The company has one more year left for incubation. That’s why it’s working on its business plan, in which it will define, with figures, its potential market, how much investment it will need to produce reformers, potential investors, where the plant is going to be located, how much it will produce, etc. One of the ideas is to go to the Campinas Technology Park, which is being set up. Camargo says that it’s still very difficult to get resources for the research.
The cost of the final product hasn’t been estimated yet. In order to make a prototype that produces around 10 cubic meters (353 cubic feet) of hydrogen per hour, the costs today amount to around US$ 113,000, according to Camargo.
“Brazil doesn’t have a basic development in that area of vital components. We need to import catalysts and some of the materials we need in order to operate in high temperatures, such as special steel and interface components,” lists Camargo. Red tape for importing inputs causes delays in the chronogram of tests. HyTron strives to nationalize its technology as much as possible. “Almost 90% of our technology is Brazilian; many of our solutions were developed ourselves in order to nationalize as many items as possible,” he comments. But the company can’t manufacture internally inputs such as catalysts, which it has to import.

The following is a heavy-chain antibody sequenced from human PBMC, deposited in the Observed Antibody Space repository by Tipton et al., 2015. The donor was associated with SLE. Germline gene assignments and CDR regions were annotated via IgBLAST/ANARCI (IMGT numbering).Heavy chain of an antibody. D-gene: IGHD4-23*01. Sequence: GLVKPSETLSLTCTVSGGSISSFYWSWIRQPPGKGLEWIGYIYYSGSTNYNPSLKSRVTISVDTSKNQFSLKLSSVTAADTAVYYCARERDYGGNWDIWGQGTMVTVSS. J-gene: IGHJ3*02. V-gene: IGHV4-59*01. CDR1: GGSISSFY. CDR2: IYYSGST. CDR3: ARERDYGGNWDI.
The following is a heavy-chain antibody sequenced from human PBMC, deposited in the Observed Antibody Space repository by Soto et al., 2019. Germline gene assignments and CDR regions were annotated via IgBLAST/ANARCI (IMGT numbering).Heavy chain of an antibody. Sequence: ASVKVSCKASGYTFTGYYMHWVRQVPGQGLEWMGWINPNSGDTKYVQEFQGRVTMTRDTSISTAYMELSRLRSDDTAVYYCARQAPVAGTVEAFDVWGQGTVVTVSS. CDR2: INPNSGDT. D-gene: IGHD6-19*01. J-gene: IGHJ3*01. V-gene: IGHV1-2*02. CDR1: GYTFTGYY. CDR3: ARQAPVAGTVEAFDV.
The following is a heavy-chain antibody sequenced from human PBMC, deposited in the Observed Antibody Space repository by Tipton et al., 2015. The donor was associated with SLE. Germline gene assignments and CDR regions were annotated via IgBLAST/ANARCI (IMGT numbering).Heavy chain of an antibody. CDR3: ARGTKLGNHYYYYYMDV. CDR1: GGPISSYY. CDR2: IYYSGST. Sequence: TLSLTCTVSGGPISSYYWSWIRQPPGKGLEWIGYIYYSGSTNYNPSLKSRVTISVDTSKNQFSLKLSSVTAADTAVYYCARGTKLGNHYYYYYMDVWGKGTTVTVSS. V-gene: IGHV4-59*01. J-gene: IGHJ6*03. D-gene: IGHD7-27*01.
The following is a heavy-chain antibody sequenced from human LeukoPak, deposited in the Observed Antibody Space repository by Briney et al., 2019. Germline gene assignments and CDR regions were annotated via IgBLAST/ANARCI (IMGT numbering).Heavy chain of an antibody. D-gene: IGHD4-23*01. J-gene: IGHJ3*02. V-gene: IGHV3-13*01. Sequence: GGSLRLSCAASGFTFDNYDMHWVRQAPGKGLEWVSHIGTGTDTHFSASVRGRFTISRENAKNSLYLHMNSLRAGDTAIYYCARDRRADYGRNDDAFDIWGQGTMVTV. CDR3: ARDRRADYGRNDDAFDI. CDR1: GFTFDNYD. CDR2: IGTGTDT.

Another critical aspect is to make the company economically viable once it leaves incubation. “The challenge is to make this system feasible to compete with diesel in the future. We’ll need to invest in order to gain scale,” says Camargo. A policy of government purchases, such as the one United States has, would help. “There the government buys so that the company gains production scale and is able to continue in the market,” he points out.
Strategic technology and market on the rise
To become really commercially viable, ethanol reformers depend on the evolution and on the increase in the demand for fuel cells. Doesn’t that make HyTron’s business unfeasible in the short run? “No, because, in the first place, we believe that the technology of fuel cells is here to stay. And, second, we have the possibility of using ethanol and natural gas reformers to extract other inputs, such as acetic acid and carbon monoxide, which have applications in the chemical sector,” answers the physicist and researcher Antônio José Marin Neto, another HyTron partner.